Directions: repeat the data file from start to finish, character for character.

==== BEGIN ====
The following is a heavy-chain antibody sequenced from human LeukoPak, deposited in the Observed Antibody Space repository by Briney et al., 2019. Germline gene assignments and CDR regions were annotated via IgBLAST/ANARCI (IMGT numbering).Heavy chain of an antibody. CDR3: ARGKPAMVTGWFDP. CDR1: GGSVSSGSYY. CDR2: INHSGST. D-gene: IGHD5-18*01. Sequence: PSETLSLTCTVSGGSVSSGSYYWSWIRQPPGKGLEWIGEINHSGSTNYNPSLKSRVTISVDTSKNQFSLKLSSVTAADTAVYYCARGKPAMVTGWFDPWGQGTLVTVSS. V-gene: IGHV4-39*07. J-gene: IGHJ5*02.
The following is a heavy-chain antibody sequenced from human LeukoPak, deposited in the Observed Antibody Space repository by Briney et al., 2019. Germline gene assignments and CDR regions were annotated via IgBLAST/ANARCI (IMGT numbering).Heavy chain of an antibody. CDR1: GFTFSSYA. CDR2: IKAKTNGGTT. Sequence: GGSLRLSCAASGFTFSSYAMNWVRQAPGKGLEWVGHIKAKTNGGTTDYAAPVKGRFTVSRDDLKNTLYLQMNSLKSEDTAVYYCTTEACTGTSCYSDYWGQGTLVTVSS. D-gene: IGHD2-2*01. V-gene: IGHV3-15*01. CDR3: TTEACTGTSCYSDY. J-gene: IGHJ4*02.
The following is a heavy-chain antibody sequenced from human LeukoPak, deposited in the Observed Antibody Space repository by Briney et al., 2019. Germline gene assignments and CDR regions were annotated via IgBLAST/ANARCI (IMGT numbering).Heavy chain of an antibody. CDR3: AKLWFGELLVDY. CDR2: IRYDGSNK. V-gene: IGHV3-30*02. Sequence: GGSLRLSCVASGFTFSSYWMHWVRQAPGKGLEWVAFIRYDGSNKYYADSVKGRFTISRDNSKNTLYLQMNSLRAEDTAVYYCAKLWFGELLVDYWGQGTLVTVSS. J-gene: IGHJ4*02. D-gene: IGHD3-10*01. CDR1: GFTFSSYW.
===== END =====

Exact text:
The following is a heavy-chain antibody sequenced from human LeukoPak, deposited in the Observed Antibody Space repository by Briney et al., 2019. Germline gene assignments and CDR regions were annotated via IgBLAST/ANARCI (IMGT numbering).Heavy chain of an antibody. CDR3: ARGKPAMVTGWFDP. CDR1: GGSVSSGSYY. CDR2: INHSGST. D-gene: IGHD5-18*01. Sequence: PSETLSLTCTVSGGSVSSGSYYWSWIRQPPGKGLEWIGEINHSGSTNYNPSLKSRVTISVDTSKNQFSLKLSSVTAADTAVYYCARGKPAMVTGWFDPWGQGTLVTVSS. V-gene: IGHV4-39*07. J-gene: IGHJ5*02.
The following is a heavy-chain antibody sequenced from human LeukoPak, deposited in the Observed Antibody Space repository by Briney et al., 2019. Germline gene assignments and CDR regions were annotated via IgBLAST/ANARCI (IMGT numbering).Heavy chain of an antibody. CDR1: GFTFSSYA. CDR2: IKAKTNGGTT. Sequence: GGSLRLSCAASGFTFSSYAMNWVRQAPGKGLEWVGHIKAKTNGGTTDYAAPVKGRFTVSRDDLKNTLYLQMNSLKSEDTAVYYCTTEACTGTSCYSDYWGQGTLVTVSS. D-gene: IGHD2-2*01. V-gene: IGHV3-15*01. CDR3: TTEACTGTSCYSDY. J-gene: IGHJ4*02.
The following is a heavy-chain antibody sequenced from human LeukoPak, deposited in the Observed Antibody Space repository by Briney et al., 2019. Germline gene assignments and CDR regions were annotated via IgBLAST/ANARCI (IMGT numbering).Heavy chain of an antibody. CDR3: AKLWFGELLVDY. CDR2: IRYDGSNK. V-gene: IGHV3-30*02. Sequence: GGSLRLSCVASGFTFSSYWMHWVRQAPGKGLEWVAFIRYDGSNKYYADSVKGRFTISRDNSKNTLYLQMNSLRAEDTAVYYCAKLWFGELLVDYWGQGTLVTVSS. J-gene: IGHJ4*02. D-gene: IGHD3-10*01. CDR1: GFTFSSYW.